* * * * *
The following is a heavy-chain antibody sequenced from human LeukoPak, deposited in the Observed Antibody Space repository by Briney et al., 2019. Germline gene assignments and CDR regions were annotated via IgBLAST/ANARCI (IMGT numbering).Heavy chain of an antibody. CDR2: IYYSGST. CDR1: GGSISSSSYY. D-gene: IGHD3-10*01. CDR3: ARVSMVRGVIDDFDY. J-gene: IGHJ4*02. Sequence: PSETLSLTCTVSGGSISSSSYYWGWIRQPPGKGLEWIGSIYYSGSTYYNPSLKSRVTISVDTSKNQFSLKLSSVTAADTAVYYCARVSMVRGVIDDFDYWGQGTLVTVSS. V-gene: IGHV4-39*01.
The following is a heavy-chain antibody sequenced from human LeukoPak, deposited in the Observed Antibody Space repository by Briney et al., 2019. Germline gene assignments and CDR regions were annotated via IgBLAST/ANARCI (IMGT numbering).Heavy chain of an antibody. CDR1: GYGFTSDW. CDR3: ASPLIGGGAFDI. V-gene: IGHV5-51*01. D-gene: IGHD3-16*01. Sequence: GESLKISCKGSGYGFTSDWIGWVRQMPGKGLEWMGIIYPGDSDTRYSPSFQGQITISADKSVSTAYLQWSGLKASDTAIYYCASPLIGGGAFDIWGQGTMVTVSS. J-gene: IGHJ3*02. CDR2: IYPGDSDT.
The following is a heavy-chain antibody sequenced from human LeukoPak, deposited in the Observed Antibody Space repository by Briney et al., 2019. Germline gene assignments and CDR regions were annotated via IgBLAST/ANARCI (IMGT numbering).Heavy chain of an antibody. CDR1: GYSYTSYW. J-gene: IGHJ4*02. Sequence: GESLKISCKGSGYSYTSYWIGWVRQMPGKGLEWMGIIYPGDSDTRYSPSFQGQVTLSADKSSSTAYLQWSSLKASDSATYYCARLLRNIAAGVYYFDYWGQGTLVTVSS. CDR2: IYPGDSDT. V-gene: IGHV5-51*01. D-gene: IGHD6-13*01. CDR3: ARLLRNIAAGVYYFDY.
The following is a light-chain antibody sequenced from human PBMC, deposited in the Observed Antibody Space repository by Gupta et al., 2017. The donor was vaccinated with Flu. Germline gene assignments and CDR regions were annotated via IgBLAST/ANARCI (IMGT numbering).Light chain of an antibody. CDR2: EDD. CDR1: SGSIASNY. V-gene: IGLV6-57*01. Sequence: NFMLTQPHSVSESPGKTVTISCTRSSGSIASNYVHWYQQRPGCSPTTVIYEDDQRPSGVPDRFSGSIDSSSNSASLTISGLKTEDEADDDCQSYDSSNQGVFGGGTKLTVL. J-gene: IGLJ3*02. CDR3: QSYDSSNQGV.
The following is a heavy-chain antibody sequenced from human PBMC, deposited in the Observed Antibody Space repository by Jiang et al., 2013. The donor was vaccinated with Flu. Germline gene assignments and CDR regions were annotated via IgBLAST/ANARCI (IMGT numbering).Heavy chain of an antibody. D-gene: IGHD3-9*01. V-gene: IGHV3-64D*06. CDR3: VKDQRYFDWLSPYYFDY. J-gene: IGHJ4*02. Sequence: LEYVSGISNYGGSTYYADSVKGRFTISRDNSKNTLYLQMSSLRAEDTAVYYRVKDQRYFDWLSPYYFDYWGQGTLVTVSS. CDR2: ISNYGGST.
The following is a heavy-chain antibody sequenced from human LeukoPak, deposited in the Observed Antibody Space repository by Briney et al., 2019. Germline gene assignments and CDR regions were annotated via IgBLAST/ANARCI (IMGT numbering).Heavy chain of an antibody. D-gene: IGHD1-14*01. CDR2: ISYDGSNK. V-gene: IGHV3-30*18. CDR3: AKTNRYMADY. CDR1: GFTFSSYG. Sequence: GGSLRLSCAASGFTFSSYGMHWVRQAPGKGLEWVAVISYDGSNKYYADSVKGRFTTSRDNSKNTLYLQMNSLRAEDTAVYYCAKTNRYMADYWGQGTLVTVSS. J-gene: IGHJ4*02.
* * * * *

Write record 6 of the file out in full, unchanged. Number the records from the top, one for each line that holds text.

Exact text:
The following is a heavy-chain antibody sequenced from human LeukoPak, deposited in the Observed Antibody Space repository by Briney et al., 2019. Germline gene assignments and CDR regions were annotated via IgBLAST/ANARCI (IMGT numbering).Heavy chain of an antibody. D-gene: IGHD1-14*01. CDR2: ISYDGSNK. V-gene: IGHV3-30*18. CDR3: AKTNRYMADY. CDR1: GFTFSSYG. Sequence: GGSLRLSCAASGFTFSSYGMHWVRQAPGKGLEWVAVISYDGSNKYYADSVKGRFTTSRDNSKNTLYLQMNSLRAEDTAVYYCAKTNRYMADYWGQGTLVTVSS. J-gene: IGHJ4*02.